I write this while I'm flying from Los Angeles to New York on Jet Blue (JBLU). To be more specific, my flight left from Long Beach airport which for readers who have not had the "pleasure" of passing through it is little more than a collection of trailers with some blacktop and a soft drink machine. It's a great place to fly out of if you live in Laguna Beach, as I do, since it is only half as far as LAX and the line-ups are 100% shorter. This nearly inspired me to recommend airlines as a buy in general and Jet Blue in particular, as Barron's did this past weekend. But I have never done well with airline stocks so I have decided to recommend two products that are more down to earth: coffee and hamburgers.
The markets have been crazy of late so we need to stay defensive, as I pointed out in last month's column in which I recommended ETFs based on utilities and consumer staples. This month I want to reiterate that advice and recommend two iconic brands: McDonald's Corp. (MCD) and Starbucks (SBUX).
Both these companies offer the broad global footprints that come with geographic diversification. So in the event that Europe does melt down they have coverage elsewhere and more importantly they have opportunities for accelerating growth in China and India. Let's take a quick look at them individually. I say quick look since I'm pretty sure everyone reading this has either been a customer of one or both, perhaps many times over the years. Yes, I know that Canadians are loyal to Tim Hortons (THI). But that stock is already on the IWB Recommended List and Tim's, good as it is, does not have any overseas growth profile.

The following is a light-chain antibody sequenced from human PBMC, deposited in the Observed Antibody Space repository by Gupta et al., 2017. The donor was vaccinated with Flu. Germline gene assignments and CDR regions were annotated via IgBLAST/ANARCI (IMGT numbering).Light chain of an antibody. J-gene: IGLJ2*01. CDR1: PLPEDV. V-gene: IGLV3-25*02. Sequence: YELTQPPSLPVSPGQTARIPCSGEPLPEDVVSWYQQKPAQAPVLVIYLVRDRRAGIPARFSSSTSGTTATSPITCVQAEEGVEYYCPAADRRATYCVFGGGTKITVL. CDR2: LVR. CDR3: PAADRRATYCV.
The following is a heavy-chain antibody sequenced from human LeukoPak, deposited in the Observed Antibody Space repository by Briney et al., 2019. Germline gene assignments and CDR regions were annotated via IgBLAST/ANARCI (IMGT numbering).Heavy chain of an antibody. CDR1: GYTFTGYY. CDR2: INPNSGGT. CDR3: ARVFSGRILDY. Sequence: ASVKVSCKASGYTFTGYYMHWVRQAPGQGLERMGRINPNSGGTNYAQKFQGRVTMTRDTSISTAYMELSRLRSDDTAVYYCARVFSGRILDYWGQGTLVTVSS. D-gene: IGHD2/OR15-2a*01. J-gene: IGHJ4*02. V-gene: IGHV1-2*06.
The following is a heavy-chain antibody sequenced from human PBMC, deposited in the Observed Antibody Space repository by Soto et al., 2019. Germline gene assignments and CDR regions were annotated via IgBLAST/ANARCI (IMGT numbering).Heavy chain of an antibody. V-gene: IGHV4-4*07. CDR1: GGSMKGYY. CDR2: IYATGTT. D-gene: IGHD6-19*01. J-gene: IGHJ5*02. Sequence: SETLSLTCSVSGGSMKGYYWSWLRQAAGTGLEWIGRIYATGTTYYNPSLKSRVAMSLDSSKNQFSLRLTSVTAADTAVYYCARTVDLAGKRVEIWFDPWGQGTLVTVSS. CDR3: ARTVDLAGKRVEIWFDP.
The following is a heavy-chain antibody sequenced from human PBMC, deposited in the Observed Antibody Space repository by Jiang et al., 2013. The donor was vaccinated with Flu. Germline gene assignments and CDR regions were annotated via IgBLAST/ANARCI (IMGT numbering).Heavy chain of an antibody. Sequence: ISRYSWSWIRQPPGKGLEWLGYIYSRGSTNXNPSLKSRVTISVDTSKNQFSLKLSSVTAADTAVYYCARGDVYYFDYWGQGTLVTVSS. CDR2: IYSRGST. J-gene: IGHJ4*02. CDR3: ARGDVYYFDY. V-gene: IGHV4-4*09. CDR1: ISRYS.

McDonald's is the largest fast food franchise in the world with over 33,000 stores and 400,000 employees. Incredibly, 80% of the properties are still owned and operated by individuals. The company has revenues of over $24 billion (all figures in U.S. currency), over $5 billion in profits, and they are still growing. August marked their 100th consecutive month of positive global comparative sales growth and the stock pays a dividend of nearly 3%.